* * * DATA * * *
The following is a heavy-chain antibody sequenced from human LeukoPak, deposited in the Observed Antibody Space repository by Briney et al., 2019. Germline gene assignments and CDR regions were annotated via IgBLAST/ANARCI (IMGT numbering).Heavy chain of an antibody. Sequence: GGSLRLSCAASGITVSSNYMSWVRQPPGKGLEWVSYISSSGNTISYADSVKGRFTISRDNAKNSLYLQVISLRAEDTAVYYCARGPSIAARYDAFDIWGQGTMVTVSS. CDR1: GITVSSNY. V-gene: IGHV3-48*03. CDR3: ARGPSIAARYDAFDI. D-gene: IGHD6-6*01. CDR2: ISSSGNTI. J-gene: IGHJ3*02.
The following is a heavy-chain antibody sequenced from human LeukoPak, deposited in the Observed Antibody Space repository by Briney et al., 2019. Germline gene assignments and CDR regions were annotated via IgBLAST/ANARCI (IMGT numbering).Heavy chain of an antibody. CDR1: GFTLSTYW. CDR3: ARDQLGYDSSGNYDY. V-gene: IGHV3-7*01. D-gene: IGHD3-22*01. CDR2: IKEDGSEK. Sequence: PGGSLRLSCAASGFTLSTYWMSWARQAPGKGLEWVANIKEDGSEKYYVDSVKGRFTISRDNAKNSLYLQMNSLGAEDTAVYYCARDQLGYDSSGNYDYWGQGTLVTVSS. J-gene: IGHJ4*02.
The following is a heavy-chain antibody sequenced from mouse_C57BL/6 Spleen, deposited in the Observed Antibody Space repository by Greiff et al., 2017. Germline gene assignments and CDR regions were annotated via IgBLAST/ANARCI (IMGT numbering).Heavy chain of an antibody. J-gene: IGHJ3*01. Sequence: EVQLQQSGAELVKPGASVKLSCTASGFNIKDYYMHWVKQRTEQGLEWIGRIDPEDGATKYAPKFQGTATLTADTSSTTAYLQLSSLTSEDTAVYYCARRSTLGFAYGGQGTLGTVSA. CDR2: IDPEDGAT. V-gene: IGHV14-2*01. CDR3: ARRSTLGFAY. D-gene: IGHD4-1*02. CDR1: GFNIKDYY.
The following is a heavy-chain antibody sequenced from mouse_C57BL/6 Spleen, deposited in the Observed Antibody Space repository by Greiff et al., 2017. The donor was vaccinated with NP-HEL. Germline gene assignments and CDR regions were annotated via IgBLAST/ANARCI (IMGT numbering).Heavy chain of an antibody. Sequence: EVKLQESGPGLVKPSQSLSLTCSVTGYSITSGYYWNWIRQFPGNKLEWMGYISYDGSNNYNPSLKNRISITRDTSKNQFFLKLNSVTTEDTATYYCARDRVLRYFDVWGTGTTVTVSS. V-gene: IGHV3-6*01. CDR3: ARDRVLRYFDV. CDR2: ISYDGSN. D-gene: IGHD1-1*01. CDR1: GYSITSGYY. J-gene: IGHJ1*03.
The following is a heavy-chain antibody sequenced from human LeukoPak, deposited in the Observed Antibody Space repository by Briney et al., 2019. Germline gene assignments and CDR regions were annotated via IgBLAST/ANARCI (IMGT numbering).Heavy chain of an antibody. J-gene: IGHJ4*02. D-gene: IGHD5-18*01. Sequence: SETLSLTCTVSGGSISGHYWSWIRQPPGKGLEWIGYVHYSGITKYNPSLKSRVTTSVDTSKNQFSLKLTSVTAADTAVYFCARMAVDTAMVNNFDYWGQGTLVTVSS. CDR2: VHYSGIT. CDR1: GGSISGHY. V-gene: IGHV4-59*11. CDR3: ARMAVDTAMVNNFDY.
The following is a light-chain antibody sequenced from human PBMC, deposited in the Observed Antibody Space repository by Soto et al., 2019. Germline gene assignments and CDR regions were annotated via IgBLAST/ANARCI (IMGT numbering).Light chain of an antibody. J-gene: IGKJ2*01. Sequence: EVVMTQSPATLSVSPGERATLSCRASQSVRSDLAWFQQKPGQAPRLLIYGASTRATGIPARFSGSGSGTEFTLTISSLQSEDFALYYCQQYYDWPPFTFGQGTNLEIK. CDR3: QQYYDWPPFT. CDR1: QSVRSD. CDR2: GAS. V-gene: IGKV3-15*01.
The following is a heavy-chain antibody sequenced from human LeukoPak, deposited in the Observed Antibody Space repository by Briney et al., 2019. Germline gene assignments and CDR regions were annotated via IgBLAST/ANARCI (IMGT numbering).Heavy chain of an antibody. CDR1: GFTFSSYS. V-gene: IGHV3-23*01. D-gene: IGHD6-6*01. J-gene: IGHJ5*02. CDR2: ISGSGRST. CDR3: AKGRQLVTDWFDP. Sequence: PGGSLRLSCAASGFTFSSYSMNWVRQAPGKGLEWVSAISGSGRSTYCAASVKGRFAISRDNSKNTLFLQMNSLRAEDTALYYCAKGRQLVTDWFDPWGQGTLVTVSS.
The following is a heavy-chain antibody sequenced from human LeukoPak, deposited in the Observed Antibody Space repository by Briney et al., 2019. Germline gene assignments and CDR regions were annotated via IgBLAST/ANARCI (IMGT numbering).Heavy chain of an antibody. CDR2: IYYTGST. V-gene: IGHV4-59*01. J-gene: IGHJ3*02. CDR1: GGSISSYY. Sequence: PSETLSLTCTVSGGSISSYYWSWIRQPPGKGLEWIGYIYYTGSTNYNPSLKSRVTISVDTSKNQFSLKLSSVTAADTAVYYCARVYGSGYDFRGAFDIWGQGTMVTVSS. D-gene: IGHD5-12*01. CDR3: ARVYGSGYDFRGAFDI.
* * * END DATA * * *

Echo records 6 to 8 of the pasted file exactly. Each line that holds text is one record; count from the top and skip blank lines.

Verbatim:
The following is a light-chain antibody sequenced from human PBMC, deposited in the Observed Antibody Space repository by Soto et al., 2019. Germline gene assignments and CDR regions were annotated via IgBLAST/ANARCI (IMGT numbering).Light chain of an antibody. J-gene: IGKJ2*01. Sequence: EVVMTQSPATLSVSPGERATLSCRASQSVRSDLAWFQQKPGQAPRLLIYGASTRATGIPARFSGSGSGTEFTLTISSLQSEDFALYYCQQYYDWPPFTFGQGTNLEIK. CDR3: QQYYDWPPFT. CDR1: QSVRSD. CDR2: GAS. V-gene: IGKV3-15*01.
The following is a heavy-chain antibody sequenced from human LeukoPak, deposited in the Observed Antibody Space repository by Briney et al., 2019. Germline gene assignments and CDR regions were annotated via IgBLAST/ANARCI (IMGT numbering).Heavy chain of an antibody. CDR1: GFTFSSYS. V-gene: IGHV3-23*01. D-gene: IGHD6-6*01. J-gene: IGHJ5*02. CDR2: ISGSGRST. CDR3: AKGRQLVTDWFDP. Sequence: PGGSLRLSCAASGFTFSSYSMNWVRQAPGKGLEWVSAISGSGRSTYCAASVKGRFAISRDNSKNTLFLQMNSLRAEDTALYYCAKGRQLVTDWFDPWGQGTLVTVSS.
The following is a heavy-chain antibody sequenced from human LeukoPak, deposited in the Observed Antibody Space repository by Briney et al., 2019. Germline gene assignments and CDR regions were annotated via IgBLAST/ANARCI (IMGT numbering).Heavy chain of an antibody. CDR2: IYYTGST. V-gene: IGHV4-59*01. J-gene: IGHJ3*02. CDR1: GGSISSYY. Sequence: PSETLSLTCTVSGGSISSYYWSWIRQPPGKGLEWIGYIYYTGSTNYNPSLKSRVTISVDTSKNQFSLKLSSVTAADTAVYYCARVYGSGYDFRGAFDIWGQGTMVTVSS. D-gene: IGHD5-12*01. CDR3: ARVYGSGYDFRGAFDI.